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CHAPTER SUMMARY AND NOTES
The railway between New York and San Francisco is described along with the politics of it. The long artery, which has to be traversed in seven days to reach New York, is outlined. Then the train carriages are interestingly detailed.
Passepartout and Fix are now distanced from each other. Passepartout is reserved and suspicious of Fix’s trickery. For some time, the train journey is absolutely smooth and nothing extraordinary happens. The landscape that they are passing through is outlined. The travelers observe nature around them. There are vast prairies, mountains standing out on the horizon, and creeks with their seething, foaming waters. At three o’clock in the afternoon, a herd of ten or twelve thousand head of buffalo block the way. The train had to be stopped till the animals move out of the way. Passepartout was furious at the delay and wanted the engine driver to go at full speed, through these obstructing beasts. But the engine driver was sensible in not taking such a drastic step.
The march of the bisons lasted three hours; after which the train started and then entered the territory of Utah, the curious land of Great Salt Lake and the Mormons.
In this Chapter, a part of the journey on the Pacific Express is covered. Verne does have a very wide bank of knowledge and here we see how he describes the American railway system. He includes the role of history in his narrative. We learn that Fogg will have to travel seven days, before reaching New York. Unlike the other chapters, in this chapter ordinary actions are described such as passengers resting at bedtime. In the immediately preceding chapters, there was much happening and life seemed extraordinary. In this chapter, we return partly to the every day, routine life. The train moves through vivid scenery, which all the passengers watch animatedly.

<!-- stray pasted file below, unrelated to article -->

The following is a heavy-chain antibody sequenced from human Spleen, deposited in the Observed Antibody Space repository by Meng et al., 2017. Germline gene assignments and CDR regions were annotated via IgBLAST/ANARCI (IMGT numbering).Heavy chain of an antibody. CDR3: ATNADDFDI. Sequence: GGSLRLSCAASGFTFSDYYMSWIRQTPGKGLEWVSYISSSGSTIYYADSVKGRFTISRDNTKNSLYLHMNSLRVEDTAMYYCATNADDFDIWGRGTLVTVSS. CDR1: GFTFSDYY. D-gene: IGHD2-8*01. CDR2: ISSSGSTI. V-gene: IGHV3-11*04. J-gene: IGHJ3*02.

The only extraordinary incident in this chapter is the presence of a large number of bisons that obstruct the train’s journey. They are on the tracks and are so many that the train has to be stopped. This was a genuine problem for many a train in America. We see how impatient Passepartout can be. He is comical in most of his emotions and expressions. He curses the animals and wants the train driver to run over them. On the other hand Fogg is as calm as always and does not betray any impatience in the frustrating situation. The two characters-the master and the valet have absolutely opposing mindsets.
The train driver is rational and does a wise thing in not bulldozing his way through the beasts. The train does move on finally and the passengers are once more on their way to New York.